Last month in Caregivers 101: Amyotrophic Lateral Sclerosis (ALS) Part 1, we discussed the nature of ALS and how it impacts its patients and their families. This month, we continue to learn about ALS, including its risk factors, symptoms, and the treatments and therapies that can improve quality of life for patients and caregivers.

ALS Risk Factors

ALS is commonly diagnosed at age 55 and strikes men 20% more often at that age than women. That ratio eventually evens out as patients age, so that 60% of all patients in the ALS CARE Database are men. Military veterans are twice as likely to develop ALS as is the general public, and while the reason for this is still under study, factors like exposure to certain metals or chemicals, traumatic injuries, viral infections, and intense exertion appear to play a role. According to the Mayo Clinic, confirmed risk factors for all ALS patients include:

  • “Heredity: Five to 10 percent of the people with ALS inherited it (familial ALS). In most people with familial ALS, their children have a 50-50 chance of developing the disease.

  • Age: ALS risk increases with age and is most common between the ages of 40 and 60.

  • Before the age of 65, slightly more men than women develop ALS. This sex difference disappears after age 70.

  • Some studies examining the entire human genome (genome-wide association studies) found many similarities in the genetic variations of people with familial ALS and some people with noninherited ALS. These genetic variations might make people more susceptible to ALS.

  • Smoking: Smoking is the only likely environmental risk factor for ALS. The risk seems to be greatest for women, particularly after menopause.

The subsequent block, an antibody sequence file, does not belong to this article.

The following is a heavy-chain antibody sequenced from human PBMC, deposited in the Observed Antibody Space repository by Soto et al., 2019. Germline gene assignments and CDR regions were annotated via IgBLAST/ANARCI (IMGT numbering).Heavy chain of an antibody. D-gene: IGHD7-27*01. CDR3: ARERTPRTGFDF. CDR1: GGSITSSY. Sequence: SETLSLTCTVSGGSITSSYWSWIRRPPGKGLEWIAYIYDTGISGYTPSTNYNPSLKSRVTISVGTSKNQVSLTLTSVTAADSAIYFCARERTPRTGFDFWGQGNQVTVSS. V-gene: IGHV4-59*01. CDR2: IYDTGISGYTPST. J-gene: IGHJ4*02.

• Environmental toxin exposure. Some evidence suggests that exposure to lead or other substances in the workplace or at home may be linked to ALS. Much study has been done, but no single agent or chemical has been consistently associated with ALS.”

Scientists are also currently studying other possible causes: gene mutation, imbalance of glutamate in the brain and spine, malfunctioning immune response, and protein hoarding by the nerve cells.

Symptoms, Treatments and Therapies

Signs of ALS usually begin in the hands, feet and limbs, before spreading to other parts of the body. The Mayo Clinic website lists the following difficulties as early signs and symptoms of ALS:

  • “Difficulty walking or doing normal daily activities

  • Tripping and falling

  • Weakness in legs, feet or ankles

  • Hand weakness or clumsiness

  • Slurred speech or trouble swallowing

  • Muscle cramps and twitching in arms, shoulders and tongue

  • Difficulty holding the head up or keeping good posture”

There is no cure as yet for ALS, but there are various therapies, regimens and medication that can have a positive impact on ALS patients. Physical therapy can strengthen the muscles that are still working well, improve cardio stamina and release endorphins to boost mood and morale. Occupational therapists can recommend braces, walkers, wheelchairs and mobility devices like ramps that make movement easier. Speech therapy can improve clarity and volume when speaking and help prepare patients for the time when speech is no longer possible. For example, speech synthesizers like the one Stephen Hawking used can use the patient’s own voice, if it’s pre-recorded. Nutritionists can help ALS patients eat properly to keep weight on, and plan meals that are easy to swallow. Two medications (Rilutek and Radicava) address ALS directly, and there are other drugs that can address the conditions like pain and constipation that develop as the disease progresses. Eventually, the patient will require breathing support, such as breathing masks, mechanical coughers, tracheostomies, and possibly respirators, if the patient wants ventilation support.

 ALS patients require support equipment, medical care and caregiving that can help mitigate the debilitating progression of the disease. There are strategies that can slow or ease the course of the disease or make the progress less disruptive and easier to live with. Caregivers, home care aides and loved ones should all be aware of the signs that could indicate the early stages of ALS and be prepared to fight its progress together.

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